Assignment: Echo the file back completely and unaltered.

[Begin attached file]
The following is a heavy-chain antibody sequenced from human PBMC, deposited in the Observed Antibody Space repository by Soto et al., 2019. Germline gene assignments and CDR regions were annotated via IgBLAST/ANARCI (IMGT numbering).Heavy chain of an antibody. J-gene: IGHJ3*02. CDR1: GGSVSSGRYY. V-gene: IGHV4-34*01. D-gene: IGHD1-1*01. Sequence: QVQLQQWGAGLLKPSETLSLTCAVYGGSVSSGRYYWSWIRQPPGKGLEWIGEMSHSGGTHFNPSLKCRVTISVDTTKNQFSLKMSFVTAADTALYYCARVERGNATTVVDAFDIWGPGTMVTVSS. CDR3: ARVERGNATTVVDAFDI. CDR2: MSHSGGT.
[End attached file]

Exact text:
The following is a heavy-chain antibody sequenced from human PBMC, deposited in the Observed Antibody Space repository by Soto et al., 2019. Germline gene assignments and CDR regions were annotated via IgBLAST/ANARCI (IMGT numbering).Heavy chain of an antibody. J-gene: IGHJ3*02. CDR1: GGSVSSGRYY. V-gene: IGHV4-34*01. D-gene: IGHD1-1*01. Sequence: QVQLQQWGAGLLKPSETLSLTCAVYGGSVSSGRYYWSWIRQPPGKGLEWIGEMSHSGGTHFNPSLKCRVTISVDTTKNQFSLKMSFVTAADTALYYCARVERGNATTVVDAFDIWGPGTMVTVSS. CDR3: ARVERGNATTVVDAFDI. CDR2: MSHSGGT.